Tender steamed artichokes with a garlic butter dipping sauce are a treat my kids truly love. My youngest begs me to buy them any time he spies them in the grocery store.
Artichokes are undeniably one of the more intimidating vegetables to cook and eat. If you’re like me and didn’t grow up eating them, just follow this guide on how to steam artichokes.
Steaming yields the vibrant flavor that I love about artichokes. It reminds me of asparagus, but with a mild nuttiness. The taste pairs well with so many different dips and sauces–I’ve yet to try one I didn’t like.
Keep the following tips in mind when you’re making steamed artichokes:
First, be selective with the artichokes you buy. The petals of the globe should be closed tightly, and even squeak a bit when squeezed. The heavier, the better, in my opinion. You don’t want to buy a dried-out artichoke.
Second, (and this is debatable if I’m being honest) Trim the sharp tips of the leaves, and slice off the top of the globe–about half an inch to an inch. Then cut off all but the last inch or so of the stem. Rinse it well.
Remember how I said this was a debatable step? I spent years trimming each leaf on every artichoke I bought, just to make them a bit prettier. I’ve yet to notice any difference when steaming artichokes. So… as pictured here, I’ve stopped doing that. (I couldn’t even convince myself to do it for the photos here. Truth.)
Third, artichokes take a while to steam. Use a timer so that you don’t lose track. If you overcook them, you’ll deplete the flavor and get a mushy mess.
How To Steam Artichokes
These are the step-by-step instructions on how to steam artichokes:
Prep the pot: Add an inch of water. Place the steamer basket in the pot. (I really love the steamer set pictured here.) You can also use a metal strainer or colander. The water should be completely beneath the basket. If you can see the standing water over the bottom of the basket, pour some out.
Boil the water: Set the pot over a burner and turn it to high. Cover the pot. When you hear the water boiling rapidly, lift the cover to check. If steam billows out, it’s ready.
Steaming Artichokes: Place the artichoke globes into the steamer basket. Cover the pot again, and lower the heat setting to medium. Now, set the timer.
Note: I’ve seen some cooks recommend adding aromatics to the water to infuse these flavors into the artichokes while they steam. Personally, I just look forward to dipping those tender leaves in buttery garlic sauce.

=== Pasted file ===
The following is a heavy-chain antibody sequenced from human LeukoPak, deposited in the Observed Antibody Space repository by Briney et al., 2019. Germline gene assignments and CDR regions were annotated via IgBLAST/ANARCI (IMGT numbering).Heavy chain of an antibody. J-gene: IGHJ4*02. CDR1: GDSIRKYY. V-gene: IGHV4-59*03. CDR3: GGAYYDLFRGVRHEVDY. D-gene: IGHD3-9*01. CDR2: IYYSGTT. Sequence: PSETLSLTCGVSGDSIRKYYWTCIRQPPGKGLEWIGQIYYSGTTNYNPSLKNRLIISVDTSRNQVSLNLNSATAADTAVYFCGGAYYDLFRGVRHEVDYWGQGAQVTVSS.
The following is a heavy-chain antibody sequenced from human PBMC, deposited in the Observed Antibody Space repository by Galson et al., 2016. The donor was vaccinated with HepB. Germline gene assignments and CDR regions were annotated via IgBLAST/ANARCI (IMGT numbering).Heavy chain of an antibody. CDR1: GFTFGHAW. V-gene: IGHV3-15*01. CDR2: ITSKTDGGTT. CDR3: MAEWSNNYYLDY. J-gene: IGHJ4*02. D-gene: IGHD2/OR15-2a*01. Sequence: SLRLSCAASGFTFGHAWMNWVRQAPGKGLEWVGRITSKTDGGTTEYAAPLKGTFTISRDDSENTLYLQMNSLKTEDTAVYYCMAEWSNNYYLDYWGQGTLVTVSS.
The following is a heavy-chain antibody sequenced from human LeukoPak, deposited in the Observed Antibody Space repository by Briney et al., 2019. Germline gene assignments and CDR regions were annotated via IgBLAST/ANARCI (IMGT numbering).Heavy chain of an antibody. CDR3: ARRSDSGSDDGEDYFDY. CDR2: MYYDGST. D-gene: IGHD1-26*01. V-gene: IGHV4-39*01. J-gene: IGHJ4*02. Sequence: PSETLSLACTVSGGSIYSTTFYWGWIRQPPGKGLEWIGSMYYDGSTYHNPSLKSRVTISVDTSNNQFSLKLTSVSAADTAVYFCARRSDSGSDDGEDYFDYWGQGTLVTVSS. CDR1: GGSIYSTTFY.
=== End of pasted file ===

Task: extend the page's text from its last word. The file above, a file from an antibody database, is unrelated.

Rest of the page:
How Long To Steam Artichokes
Wondering how long to steam artichokes? The diameter of the globe matters, but it should take between 25 and 45 minutes to finish.
Start checking for tenderness after 25 minutes of steaming. You should be able to easily remove the leaves. And, the heart of an artichoke–the flesh around where the stem connects–should be easily poked by a fork or paring knife.
I can think of no other vegetable that requires a guide on what to do with it once it’s on your plate. But, the intimidating artichoke sure deserves one. So, here’s the skinny on how to eat an artichoke.
Artichokes are delicious even with a simple mixture of butter and lemon or butter and garlic. That said, I’ve eaten this vegetable with everything from chipotle aioli to honey mustard and even a minty Greek yogurt.
There is a whole world of dipping sauces to explore with a good artichoke. Have fun with it!
Do you hate mushy vegetables as much as I do? Don’t fear that outcome when steaming vegetables with these simple directions. You’ll get perfect slightly crisp green beans, carrots, asparagus, or broccoli every time.
One of the easiest and fastest ways to cook corn on the cob is to steam it. This method delivers tender yellow kernels that are bursting with sweet flavor.
How to Steam Artichokes
- 2-4 artichokes depending on size
- Bring a couple of inches of water to boil in a pot.
- Place the artichokes in a steamer basket and put the basket into the pot of boiling water. Cover the pot, and lower the heat to medium. Steam for 25-45 minutes.
- Remove them from the heat when the artichokes are tender when poked with a fork. Serve with your favorite dipping sauce.
2 Comments Leave a comment or review
thank you, where is the recipe for the garlic dipping sauce?
OHH! It is coming. It will post tomorrow, Thess.